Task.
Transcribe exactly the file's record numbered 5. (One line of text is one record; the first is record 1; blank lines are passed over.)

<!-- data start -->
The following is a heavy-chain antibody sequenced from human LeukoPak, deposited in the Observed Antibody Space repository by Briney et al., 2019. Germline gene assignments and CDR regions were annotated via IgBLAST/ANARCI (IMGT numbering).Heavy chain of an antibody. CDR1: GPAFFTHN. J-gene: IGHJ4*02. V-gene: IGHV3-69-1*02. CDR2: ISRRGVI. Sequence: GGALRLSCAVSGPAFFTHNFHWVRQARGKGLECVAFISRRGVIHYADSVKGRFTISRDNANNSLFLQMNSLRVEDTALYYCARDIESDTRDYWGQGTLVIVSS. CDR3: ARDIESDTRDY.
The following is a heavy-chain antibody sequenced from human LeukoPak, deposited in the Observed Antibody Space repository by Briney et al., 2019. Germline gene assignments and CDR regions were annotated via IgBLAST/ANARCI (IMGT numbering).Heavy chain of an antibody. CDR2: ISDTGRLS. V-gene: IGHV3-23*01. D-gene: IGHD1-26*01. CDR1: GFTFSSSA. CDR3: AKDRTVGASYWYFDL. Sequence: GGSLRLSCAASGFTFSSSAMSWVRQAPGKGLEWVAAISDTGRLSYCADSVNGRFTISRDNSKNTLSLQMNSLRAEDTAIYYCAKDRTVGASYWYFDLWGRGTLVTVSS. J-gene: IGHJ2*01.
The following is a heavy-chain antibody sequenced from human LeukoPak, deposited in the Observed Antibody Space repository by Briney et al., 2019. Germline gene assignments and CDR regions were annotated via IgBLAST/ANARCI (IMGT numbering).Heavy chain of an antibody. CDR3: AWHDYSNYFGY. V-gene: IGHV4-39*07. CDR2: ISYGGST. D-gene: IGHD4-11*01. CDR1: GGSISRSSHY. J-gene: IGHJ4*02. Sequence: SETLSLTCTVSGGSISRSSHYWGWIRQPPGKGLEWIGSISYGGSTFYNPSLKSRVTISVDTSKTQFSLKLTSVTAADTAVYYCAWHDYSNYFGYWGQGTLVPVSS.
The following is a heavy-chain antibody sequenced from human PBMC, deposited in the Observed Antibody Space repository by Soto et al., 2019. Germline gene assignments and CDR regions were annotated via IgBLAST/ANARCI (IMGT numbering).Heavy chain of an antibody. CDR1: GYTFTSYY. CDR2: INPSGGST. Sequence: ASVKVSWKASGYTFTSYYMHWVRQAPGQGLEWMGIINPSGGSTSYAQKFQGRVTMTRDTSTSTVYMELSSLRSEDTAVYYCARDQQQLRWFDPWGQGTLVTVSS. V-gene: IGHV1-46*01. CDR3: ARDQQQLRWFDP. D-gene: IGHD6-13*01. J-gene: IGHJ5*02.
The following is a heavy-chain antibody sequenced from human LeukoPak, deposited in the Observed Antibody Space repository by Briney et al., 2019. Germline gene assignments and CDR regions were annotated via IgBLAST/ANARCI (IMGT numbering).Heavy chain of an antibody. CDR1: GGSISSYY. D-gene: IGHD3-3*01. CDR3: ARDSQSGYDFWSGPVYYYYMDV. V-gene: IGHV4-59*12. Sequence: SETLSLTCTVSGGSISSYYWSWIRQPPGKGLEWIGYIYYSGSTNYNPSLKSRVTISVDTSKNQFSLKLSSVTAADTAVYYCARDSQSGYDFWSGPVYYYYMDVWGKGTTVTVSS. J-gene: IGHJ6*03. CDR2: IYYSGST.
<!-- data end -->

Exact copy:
The following is a heavy-chain antibody sequenced from human LeukoPak, deposited in the Observed Antibody Space repository by Briney et al., 2019. Germline gene assignments and CDR regions were annotated via IgBLAST/ANARCI (IMGT numbering).Heavy chain of an antibody. CDR1: GGSISSYY. D-gene: IGHD3-3*01. CDR3: ARDSQSGYDFWSGPVYYYYMDV. V-gene: IGHV4-59*12. Sequence: SETLSLTCTVSGGSISSYYWSWIRQPPGKGLEWIGYIYYSGSTNYNPSLKSRVTISVDTSKNQFSLKLSSVTAADTAVYYCARDSQSGYDFWSGPVYYYYMDVWGKGTTVTVSS. J-gene: IGHJ6*03. CDR2: IYYSGST.